Spyro Gyra, Good To Go-Go, Heads Up International, 2007, SACD
So, you have had a long week of work-related issues that should be a violation of international law. You need a break from it all, and some time to decompress. Good to Go-Go is a wonderful way to spend a bit over an hour listening to well recorded, upbeat, happy modern jazz.
Pour your favorite adult beverage, lean back, and let yourself be immersed with music that isn’t trying to make you cry, nor angry, nor anything but glad that you have a terrific sound system, home, and life. Bonnie B’s percussion will have you tapping your toes without even realizing it. Scott Ambush might have you playing “air bass guitar.” Jay’s Sax work is perfection, and it’s pretty safe to say that the band has been one of the best performers of jazz fusion for over 40 years.
The recording itself is first-rate, and you may just find your blood pressure has normalized after a listening session.
Murray Perahia, Murray Perahia Plays Mozart – The Piano Concertos, Sony Classical, 2012, 12 CDs
One of the more enjoyable ways to experience a composer’s evolution is to listen to a single type of work from their catalog. The piano concertos of Mozart are a great example. Though his career was tragically short, his output was prodigious. Beginning with a set of piano etudes written at the age of five and ending with his unfinished Requiem, the Köchel catalog lists 626 works that include 27 piano concertos. They span his entire career starting with K.37 and ending with K.595. If you ever wanted to imagine what he would have accomplished had he lived another 30 years, this is a great way to do it.
To experience these works for myself, I recently added Murray Perahia’s complete set to my library. Recorded between 1976 and 1991 in a variety of venues, they are all with the English Chamber Orchestra conducted by the soloist. Despite the different performance spaces, the timbre is very similar thanks to some thoughtful audio engineering. Fidelity is superb with a great sense of depth and a wide sound stage. The orchestra and piano are well balanced with neither becoming dominant. The solo comes out when appropriate and the orchestra and its soloists are allowed to shine as well.
When listening to them, it’s easy to remember that Mozart was himself a piano virtuoso. He composed these works for himself and his extreme abilities. Other pianists of the era, and even musicians of today, find them difficult to master. Mozart was thinking of his own performances and crafted the concertos for specific concerts or series. It’s interesting to note that numbers 7 and 10 are written for three and two pianos respectively. Mr. Perahia performs these with Radu Lupu using Mozart’s two-piano reduction for number 7.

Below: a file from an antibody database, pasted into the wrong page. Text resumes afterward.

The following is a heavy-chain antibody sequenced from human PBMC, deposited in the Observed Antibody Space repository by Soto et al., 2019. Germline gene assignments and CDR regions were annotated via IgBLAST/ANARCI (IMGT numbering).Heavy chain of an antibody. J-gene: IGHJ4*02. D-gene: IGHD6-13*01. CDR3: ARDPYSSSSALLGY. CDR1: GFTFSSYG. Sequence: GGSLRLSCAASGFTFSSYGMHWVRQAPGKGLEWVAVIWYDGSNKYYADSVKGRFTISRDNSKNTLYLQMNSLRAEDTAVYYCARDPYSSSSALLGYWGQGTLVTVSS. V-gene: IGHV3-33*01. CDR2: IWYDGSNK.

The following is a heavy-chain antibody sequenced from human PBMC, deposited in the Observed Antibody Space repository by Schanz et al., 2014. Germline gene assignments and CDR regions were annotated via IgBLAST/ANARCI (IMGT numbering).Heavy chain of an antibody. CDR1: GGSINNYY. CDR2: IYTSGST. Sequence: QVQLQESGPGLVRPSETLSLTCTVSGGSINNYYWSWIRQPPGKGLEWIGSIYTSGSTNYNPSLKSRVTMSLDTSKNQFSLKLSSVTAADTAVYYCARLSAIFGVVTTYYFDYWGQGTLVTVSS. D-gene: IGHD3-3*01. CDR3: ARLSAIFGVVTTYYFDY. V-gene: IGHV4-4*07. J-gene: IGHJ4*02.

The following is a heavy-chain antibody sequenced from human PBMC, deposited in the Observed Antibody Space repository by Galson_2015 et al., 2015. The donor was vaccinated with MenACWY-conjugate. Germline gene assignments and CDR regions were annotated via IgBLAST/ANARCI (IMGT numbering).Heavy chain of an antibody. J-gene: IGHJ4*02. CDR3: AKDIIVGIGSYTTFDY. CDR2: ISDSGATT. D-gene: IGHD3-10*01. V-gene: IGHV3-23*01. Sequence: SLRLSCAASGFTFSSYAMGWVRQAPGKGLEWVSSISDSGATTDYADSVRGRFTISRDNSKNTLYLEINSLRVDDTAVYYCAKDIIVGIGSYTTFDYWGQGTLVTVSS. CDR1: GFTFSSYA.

As I journeyed through them, I was amazed at how each one sounded better developed and refined than the last. At the beginning of the cycle, it wouldn’t be hard to think one was listening to Haydn. Counterpoint and harmony are much more basic than what’s heard in later works. By the time you get to the midway point, Mozart’s genius has completely emerged. Perahia and the orchestra capture this clearly and neatly.
If you’re looking for a complete and consistent set of Mozart’s masterful piano concertos, this 12-disc compilation from Sony Classical is a great choice.
Abbey Lincoln, Abbey is Blue, Craft Recordings 2021 (originally Riverside 1959), 180G LP, Stereo
I’ve always liked jazz in the general sense. It’s always been a genre of music that I’ve appreciated ever since I first watched “A Charlie Brown Christmas” as a kid on TV and got hooked on Vince Guaraldi’s soundtrack. And while I’ve seen my share of live shows and purchased a selection of modern jazz favorites on CD and SACD, I’ve never really started to explore classic jazz very much until my father-in-law gifted me his pristine LP collection about 5 years ago (Thank You Dad!). I set about purchasing a decent turntable, cartridge, and phono preamp and soon began going through his meticulously kept stash of vinyl one at a time. This process opened up a whole new experience for me in listening to and appreciating classic music from, Stan Getz, Bill Evans, Nancy Wilson, Peggy Lee, Al Hirt, Count Basie, Tony Bennett, and so many more. I have since been unearthing more classic jewels of jazz goodness through recommendations from others and as the opportunities present themselves. Roon is also a clever helper on that front.
I’d never heard of Abbey Lincoln when the chance came to sample the Craft Recordings re-issue of what is considered her breakthrough album “Abbey is Blue”, originally released on Riverside Records in 1959. After I got through listening to the first side of the LP, I couldn’t help feeling that I’d been living under a rock for the better part of my adult listening life. Why had I not found this album earlier? The lyrics are poignant and tinged with various stages of sorrow, understandable when framed in the context of the time it was recorded. Her phrasing and tempo when delivering each song are unique and totally her own. Her take on “Afro Blue” is decidedly offbeat and different from any other interpretation I’ve come across. She is accompanied by a tight and talented set of pros like Kenny Dorham, Wynton Kelly, Philly Joe Jones, Stanley Turrentine, and Max Roach. I’m not any sort of jazz historian so I can’t delve into the deeper meaning and significance of each one of the album tracks. However, taken as a whole, listening to “Abbey is Blue” is a supremely satisfying and moving musical experience. I will most definitely be seeking out more of Abbey’s work in the future.